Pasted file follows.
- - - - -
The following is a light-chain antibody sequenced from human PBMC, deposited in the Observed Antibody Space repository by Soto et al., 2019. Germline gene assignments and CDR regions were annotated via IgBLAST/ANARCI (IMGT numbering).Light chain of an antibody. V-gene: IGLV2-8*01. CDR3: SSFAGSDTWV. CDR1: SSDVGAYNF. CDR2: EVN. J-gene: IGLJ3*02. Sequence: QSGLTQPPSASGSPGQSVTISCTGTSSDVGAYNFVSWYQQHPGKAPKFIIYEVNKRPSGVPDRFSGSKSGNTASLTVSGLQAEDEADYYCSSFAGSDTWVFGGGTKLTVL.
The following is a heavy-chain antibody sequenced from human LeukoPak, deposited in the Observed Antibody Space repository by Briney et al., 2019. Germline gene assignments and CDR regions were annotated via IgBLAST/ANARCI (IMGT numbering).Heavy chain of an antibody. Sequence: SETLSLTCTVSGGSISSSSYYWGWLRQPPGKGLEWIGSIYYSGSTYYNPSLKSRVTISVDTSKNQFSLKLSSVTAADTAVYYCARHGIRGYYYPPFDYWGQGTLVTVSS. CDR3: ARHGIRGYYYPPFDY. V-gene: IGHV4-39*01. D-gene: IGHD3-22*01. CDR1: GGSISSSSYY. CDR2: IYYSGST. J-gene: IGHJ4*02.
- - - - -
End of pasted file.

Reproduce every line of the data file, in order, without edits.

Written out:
The following is a light-chain antibody sequenced from human PBMC, deposited in the Observed Antibody Space repository by Soto et al., 2019. Germline gene assignments and CDR regions were annotated via IgBLAST/ANARCI (IMGT numbering).Light chain of an antibody. V-gene: IGLV2-8*01. CDR3: SSFAGSDTWV. CDR1: SSDVGAYNF. CDR2: EVN. J-gene: IGLJ3*02. Sequence: QSGLTQPPSASGSPGQSVTISCTGTSSDVGAYNFVSWYQQHPGKAPKFIIYEVNKRPSGVPDRFSGSKSGNTASLTVSGLQAEDEADYYCSSFAGSDTWVFGGGTKLTVL.
The following is a heavy-chain antibody sequenced from human LeukoPak, deposited in the Observed Antibody Space repository by Briney et al., 2019. Germline gene assignments and CDR regions were annotated via IgBLAST/ANARCI (IMGT numbering).Heavy chain of an antibody. Sequence: SETLSLTCTVSGGSISSSSYYWGWLRQPPGKGLEWIGSIYYSGSTYYNPSLKSRVTISVDTSKNQFSLKLSSVTAADTAVYYCARHGIRGYYYPPFDYWGQGTLVTVSS. CDR3: ARHGIRGYYYPPFDY. V-gene: IGHV4-39*01. D-gene: IGHD3-22*01. CDR1: GGSISSSSYY. CDR2: IYYSGST. J-gene: IGHJ4*02.